“There’s another doe!” my guide and outfitter, Chance Marshall of Extreme Outfitters, said in frustration. “We have to back out and see if we can get around her before she bolts right towards that buck with the blood-red antlers and shreds of velvet dripping off the rack.” Just as those words came out of his mouth, the mulie doe took his advice and bounced right up the long draw, taking 15 more does and the big, wide mule deer buck right up and out of our stalk.
A long and frustrating day of spot-and-stalk deer hunting in Southcentral Wyoming continued as we were busted by dozens of does and fawns as we searched for a nice buck in a stalkable position. Chance and his father, Kevin Marshall, knew this area well, and it wasn’t that we couldn’t find the deer, we just had too many obstacles to overcome to get into a shooting position. Using my Ravin 20 crossbow, I had practiced out to 90 yards and felt supremely confident that with a solid rest and an undisturbed buck, I could take a nice buck to take back to my home state of Indiana.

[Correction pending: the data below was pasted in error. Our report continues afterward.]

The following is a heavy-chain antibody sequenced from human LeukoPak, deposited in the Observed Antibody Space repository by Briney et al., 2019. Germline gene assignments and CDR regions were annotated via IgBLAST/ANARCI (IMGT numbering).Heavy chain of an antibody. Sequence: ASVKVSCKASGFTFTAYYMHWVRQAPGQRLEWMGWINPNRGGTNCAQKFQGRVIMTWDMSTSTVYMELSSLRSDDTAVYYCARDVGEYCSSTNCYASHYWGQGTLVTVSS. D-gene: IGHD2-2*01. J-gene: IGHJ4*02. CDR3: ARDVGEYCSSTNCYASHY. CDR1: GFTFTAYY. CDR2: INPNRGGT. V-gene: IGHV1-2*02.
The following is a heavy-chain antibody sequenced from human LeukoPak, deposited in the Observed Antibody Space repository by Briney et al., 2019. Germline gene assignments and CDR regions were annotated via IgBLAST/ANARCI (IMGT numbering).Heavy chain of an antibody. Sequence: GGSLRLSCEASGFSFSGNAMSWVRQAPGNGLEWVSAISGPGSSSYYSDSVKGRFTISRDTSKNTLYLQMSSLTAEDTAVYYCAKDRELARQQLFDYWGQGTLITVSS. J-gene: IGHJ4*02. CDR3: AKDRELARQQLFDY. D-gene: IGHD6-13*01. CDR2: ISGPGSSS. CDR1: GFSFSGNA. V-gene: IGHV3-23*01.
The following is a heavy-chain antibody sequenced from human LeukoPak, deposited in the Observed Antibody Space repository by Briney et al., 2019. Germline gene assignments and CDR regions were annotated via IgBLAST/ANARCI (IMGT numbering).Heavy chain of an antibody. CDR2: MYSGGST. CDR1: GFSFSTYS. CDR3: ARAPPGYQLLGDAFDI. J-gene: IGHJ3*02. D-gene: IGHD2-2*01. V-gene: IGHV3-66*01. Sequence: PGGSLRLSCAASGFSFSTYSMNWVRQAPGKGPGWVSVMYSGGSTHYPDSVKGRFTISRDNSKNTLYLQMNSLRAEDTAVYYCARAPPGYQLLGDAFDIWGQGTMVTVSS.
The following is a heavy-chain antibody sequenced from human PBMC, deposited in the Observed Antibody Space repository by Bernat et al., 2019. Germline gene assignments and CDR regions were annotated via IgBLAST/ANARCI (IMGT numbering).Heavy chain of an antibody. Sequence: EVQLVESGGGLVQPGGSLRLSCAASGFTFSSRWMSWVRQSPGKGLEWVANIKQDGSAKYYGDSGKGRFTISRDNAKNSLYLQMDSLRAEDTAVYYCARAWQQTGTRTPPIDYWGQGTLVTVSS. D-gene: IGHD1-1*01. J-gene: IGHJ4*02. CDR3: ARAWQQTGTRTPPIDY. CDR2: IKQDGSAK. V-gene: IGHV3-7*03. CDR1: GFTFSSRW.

The rolling hills of Southern Wyoming near Laramie held good pockets of deer, almost too good. We glassed up dozens of bucks, some in full velvet, others newly shed with their blood-stained antlers glowing in the sunlight to fully dried and bleached racks. As each buck was evaluated and stalks planned, we inevitably ran into does we had not seen along the route. Big-eared does and lanky fawns popped up from the brush and instinctively headed out, taking their boyfriends with them.